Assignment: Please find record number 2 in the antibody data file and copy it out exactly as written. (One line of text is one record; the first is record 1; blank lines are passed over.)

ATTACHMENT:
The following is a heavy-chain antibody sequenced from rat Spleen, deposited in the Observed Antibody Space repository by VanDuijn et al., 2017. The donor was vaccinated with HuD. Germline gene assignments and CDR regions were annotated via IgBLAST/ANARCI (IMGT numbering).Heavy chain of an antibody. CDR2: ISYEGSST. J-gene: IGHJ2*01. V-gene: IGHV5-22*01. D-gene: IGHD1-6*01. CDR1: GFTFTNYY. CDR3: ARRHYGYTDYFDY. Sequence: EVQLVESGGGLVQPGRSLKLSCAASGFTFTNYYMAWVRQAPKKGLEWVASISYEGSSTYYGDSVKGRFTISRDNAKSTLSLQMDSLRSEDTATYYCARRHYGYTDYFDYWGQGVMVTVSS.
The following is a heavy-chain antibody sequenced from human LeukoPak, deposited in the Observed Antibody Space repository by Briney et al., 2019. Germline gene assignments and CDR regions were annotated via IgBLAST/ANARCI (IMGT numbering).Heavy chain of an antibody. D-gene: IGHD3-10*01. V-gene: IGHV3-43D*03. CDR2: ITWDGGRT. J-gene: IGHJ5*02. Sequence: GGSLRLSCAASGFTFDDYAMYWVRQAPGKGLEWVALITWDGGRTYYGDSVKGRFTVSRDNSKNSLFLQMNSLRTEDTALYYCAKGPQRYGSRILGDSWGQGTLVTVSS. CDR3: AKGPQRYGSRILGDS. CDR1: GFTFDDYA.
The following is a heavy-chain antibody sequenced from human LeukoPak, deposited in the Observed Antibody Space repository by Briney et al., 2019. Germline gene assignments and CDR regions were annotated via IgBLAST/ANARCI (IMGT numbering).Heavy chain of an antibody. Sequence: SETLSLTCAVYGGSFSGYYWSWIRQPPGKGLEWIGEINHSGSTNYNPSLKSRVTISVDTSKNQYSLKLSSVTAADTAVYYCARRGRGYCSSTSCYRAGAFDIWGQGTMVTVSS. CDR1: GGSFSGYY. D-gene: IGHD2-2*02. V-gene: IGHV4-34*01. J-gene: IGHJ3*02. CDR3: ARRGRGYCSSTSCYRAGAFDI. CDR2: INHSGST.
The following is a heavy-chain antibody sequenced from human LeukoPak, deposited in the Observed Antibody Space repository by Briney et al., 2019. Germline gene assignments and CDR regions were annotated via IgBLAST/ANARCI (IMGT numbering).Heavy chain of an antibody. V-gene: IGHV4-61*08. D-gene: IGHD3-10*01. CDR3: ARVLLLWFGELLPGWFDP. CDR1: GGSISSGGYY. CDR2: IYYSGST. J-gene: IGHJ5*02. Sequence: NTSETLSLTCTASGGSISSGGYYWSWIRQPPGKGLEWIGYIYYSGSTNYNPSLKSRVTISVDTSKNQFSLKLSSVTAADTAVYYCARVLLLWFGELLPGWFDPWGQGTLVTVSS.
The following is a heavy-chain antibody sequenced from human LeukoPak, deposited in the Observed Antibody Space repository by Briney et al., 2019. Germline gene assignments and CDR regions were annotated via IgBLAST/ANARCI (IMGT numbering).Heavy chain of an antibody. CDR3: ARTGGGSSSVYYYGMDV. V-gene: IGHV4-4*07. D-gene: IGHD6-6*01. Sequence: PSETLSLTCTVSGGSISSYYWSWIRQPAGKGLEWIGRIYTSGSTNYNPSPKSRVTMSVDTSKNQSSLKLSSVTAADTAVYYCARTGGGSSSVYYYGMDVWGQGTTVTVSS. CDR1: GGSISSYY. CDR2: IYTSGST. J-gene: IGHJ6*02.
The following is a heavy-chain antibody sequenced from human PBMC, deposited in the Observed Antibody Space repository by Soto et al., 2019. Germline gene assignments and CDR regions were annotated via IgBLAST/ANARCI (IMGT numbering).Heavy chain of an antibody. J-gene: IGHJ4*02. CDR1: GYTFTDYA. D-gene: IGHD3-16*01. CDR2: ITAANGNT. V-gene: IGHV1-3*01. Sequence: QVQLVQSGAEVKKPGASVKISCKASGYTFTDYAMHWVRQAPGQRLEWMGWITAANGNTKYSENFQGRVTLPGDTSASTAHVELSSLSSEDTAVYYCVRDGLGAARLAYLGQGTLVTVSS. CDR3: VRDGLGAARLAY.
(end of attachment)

The following is a heavy-chain antibody sequenced from human LeukoPak, deposited in the Observed Antibody Space repository by Briney et al., 2019. Germline gene assignments and CDR regions were annotated via IgBLAST/ANARCI (IMGT numbering).Heavy chain of an antibody. D-gene: IGHD3-10*01. V-gene: IGHV3-43D*03. CDR2: ITWDGGRT. J-gene: IGHJ5*02. Sequence: GGSLRLSCAASGFTFDDYAMYWVRQAPGKGLEWVALITWDGGRTYYGDSVKGRFTVSRDNSKNSLFLQMNSLRTEDTALYYCAKGPQRYGSRILGDSWGQGTLVTVSS. CDR3: AKGPQRYGSRILGDS. CDR1: GFTFDDYA.